(UnitedHeadlines.com) – On Nov. 1, the House fell short in its second effort to expel New York Rep. George Santos.
A resolution to expel Santos failed with a 179-213 vote, short of two-thirds majority needed. Twenty-four Republicans joined 155 Democrats in voting to expel Santos who is facing a 23-count federal indictment on charges of fraud and embezzlement. Nineteen members of the House, four Republicans and 15 Democrats, voted present. There were 22 members of the House that were absent.
The privileged resolution was brought to the floor by five New York Reps. Brandon Williams, Anthony D’Esposito, Mike Lawler, Marc Molinaro and Nick LaLota.
The resolution referenced Santos’ lies about his education and previous employment. It also referenced his lies about his personal background, including lies about his family members having escaped from Nazi Germany and his family members narrowly surviving the terrorist attacks on Sept. 11, 2001.”
The resolution mentioned his 2022 campaign treasurer Nancy Marks who pleaded guilty to charges that she falsified finance reports, including one in which Santos claimed to have personally donated $500,000 to his campaign.
After the vote Santos stated he stands “firmly in my innocence,” adding that those that sought to expel him were acting as “judge, jury and executioner.”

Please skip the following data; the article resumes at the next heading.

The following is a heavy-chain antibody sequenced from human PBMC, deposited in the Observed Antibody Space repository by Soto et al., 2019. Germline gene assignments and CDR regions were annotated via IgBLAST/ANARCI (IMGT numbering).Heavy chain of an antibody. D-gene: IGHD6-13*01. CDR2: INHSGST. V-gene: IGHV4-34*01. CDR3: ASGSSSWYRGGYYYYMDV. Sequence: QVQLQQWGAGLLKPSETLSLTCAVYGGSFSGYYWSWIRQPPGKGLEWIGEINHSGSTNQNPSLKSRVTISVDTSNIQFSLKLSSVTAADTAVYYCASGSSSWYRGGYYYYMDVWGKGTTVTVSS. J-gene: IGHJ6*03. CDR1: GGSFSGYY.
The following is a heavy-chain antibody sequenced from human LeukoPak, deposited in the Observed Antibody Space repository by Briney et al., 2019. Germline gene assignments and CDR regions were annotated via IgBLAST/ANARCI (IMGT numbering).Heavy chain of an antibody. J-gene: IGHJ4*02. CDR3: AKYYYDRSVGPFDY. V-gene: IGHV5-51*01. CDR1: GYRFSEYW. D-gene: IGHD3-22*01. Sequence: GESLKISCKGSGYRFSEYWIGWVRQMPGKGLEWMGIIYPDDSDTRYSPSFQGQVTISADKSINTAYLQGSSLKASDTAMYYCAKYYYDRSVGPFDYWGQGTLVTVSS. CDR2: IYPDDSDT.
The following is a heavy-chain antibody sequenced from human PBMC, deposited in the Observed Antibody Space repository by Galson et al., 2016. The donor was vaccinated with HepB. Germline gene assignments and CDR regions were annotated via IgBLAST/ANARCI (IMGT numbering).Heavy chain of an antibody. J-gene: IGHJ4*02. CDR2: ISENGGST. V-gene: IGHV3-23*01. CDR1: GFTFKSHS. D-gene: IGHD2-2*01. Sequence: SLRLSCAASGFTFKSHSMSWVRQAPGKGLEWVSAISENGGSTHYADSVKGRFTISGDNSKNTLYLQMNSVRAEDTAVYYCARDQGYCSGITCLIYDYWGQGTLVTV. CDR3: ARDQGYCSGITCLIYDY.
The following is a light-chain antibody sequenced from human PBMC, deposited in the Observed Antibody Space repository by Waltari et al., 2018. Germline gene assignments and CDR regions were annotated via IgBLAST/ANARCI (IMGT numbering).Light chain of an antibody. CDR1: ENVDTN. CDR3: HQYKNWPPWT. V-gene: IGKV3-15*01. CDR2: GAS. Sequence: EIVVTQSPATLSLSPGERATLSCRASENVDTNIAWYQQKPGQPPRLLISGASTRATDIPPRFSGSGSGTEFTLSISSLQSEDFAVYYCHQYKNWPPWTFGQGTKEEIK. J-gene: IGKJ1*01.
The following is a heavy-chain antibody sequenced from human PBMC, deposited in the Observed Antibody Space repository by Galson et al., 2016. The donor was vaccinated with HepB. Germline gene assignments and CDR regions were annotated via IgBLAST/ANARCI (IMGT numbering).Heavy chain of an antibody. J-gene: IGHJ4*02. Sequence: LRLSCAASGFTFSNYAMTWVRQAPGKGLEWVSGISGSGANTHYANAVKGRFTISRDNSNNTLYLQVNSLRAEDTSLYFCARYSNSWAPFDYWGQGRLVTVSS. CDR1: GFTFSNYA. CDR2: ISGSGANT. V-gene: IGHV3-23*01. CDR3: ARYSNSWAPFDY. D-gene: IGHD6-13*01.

In May, Santos pleaded not guilty to 13 charges accusing him of making materially false statements to the House, money laundering, wire fraud as well as theft of public funds. Democrats sought to have him expelled. The vote failed and the matter was referred for further investigation to the House Ethics Committee.
In October, Santos pleaded not guilty to 10 charges accusing him of embezzlement as well as falsifying donation totals. The New York Republicans then launched this latest effort to remove Santos.
On Oct. 31, the House Ethics Committee stated its “next course of action” in the investigation would be announced by Nov. 17. The committee could recommend expulsion, censure, expulsion or other punishments. However, the House would still be required to vote on the punishment.
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